Churches that are no longer what they used to be

Churches that are no longer what they used to be,

Regardless of the religion to which they are dedicated, churches have always been places of prayer and meditation. However, many of them have indeed seen better days, either because faith and vocation are being lost or because it is very difficult to maintain so many buildings damaged by the passage of time.

Churches that are no longer what they used to be — Spiritual Tourism

These churches, which are not what they seem, are among the beautiful places to visit thanks to their new life today.

People used to pray in these magnificent structures, but now they dance, eat, sleep and train there. You can even learn to swim. If earlier we told you about a London church transformed into a garden, here are new applications for the strangest ones.

Italy, Milan: Il Gattopardo

Churches that are no longer what they used to be,

Il Gattopardo Milano Disco Club is located near the headquarters of the Catholic Church and even closer to one of the most impressive cathedrals you can see.

In 2001, it welcomed a new life in Milan. From the early twentieth century, it was deconsecrated in the 70s and transformed into a multipurpose and creative space in the city’s heart. It is a nightclub and restaurant that can be fully rented for events of all kinds.

Ireland, Dublin: The Church Bar

Churches that are no longer what they used to be,

Ireland’s converted church for Catholicism is located in the center of Dublin. The Church Café Bar was built in the early 18th century and is a well-known destination for any visitor passing through the city.

It still retains many of its original features, such as the Renatus Harris organ and its magnificent stained glass window. St. Mary’s Church of Ireland closed in 1964 and remained empty until John Keating bought it in 1997.

It has been tastefully renovated and still retains its historic status, making it a great place to have a meal or a party.

Spain, Madrid: Library of the Escuelas Pias (Pious Schools)

Churches that are no longer what they used to be,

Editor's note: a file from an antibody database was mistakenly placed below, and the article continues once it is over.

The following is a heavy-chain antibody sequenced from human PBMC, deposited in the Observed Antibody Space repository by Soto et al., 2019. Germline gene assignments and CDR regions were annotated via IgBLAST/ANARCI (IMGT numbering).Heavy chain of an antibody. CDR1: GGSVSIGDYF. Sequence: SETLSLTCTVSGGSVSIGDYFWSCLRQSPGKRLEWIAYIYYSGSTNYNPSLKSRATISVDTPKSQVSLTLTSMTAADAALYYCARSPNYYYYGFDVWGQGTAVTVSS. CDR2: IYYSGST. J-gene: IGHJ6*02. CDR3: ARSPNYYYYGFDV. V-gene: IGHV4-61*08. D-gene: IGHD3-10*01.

In this case, we have traveled not from church to a place of entertainment, but to a place of learning. Formerly known as the Ermita del Pilar, the Iglesia de las Escuelas del Piar de San Fernando was ruled by Nuestra Señora de la Portería when it passed into the hands of San Fernando.

After the church and school were burned and looted during the Civil War, the San Fernando Market, the Labor School and a residential building were later built.

If you would like to visit, there is a full program of visits to the church, which now enjoys a wonderful second life as the University Library of the Centro Asociado de Madrid UNED.

Spain, Asturias: Skate Church – Llarena

Churches that are no longer what they used to be,

Let’s continue to be amazed to find new ways to use the house of the Lord. From the church to the temple of urban art, where skateboarding and graffiti coexist. From the outside, it still looks like it did when it was dedicated to the church of Santa Barbara in the early 20th century.

It was abandoned after the Civil War, but a few years ago the Church Brigade collective brought it back to life as a skateboarding area.

The place fascinated the artist Okuda San Miguel, who painted impressive murals on the walls with bright colors full of geometric shapes and unidentified faces. “Kaos Temple” was the name of the project. Although it will remain closed until the end of the year, guided tours are still offered.

USA, New York: Limelight Marketplace

Churches that are no longer what they used to be,

People flocked to the Holy Communion Episcopal Church in Chelsea, a New York City neighborhood, to pray in the 19th century.

In the early 1980s, it became a rehab center, but between 1983 and 2001 it housed a lot of upscale nightlife like The Limelight. Andy Warhol, Michael Douglas and Madonna, among others, partied there.

That all changed in 2010, when the Limelight Shops, an upscale shopping mall, moved in within its walls. During only two centuries of history, many people have died.

Belgium, Mechelen: Martin’s Patershof Hotel

Churches that are no longer what they used to be,

Inside Martin’s Patershof Hotel in Mechelen, guests can rest among the stained-glass windows of a late 18th-century neo-Gothic church. No prayers are offered unless you request them privately in your room.

Martin’s Hotel Group spent three years transforming this former church of the Franciscan Order of Friars Minor into a very special four-star hotel in 2006. Martin’s Hotel Group acquired the building in 2006…

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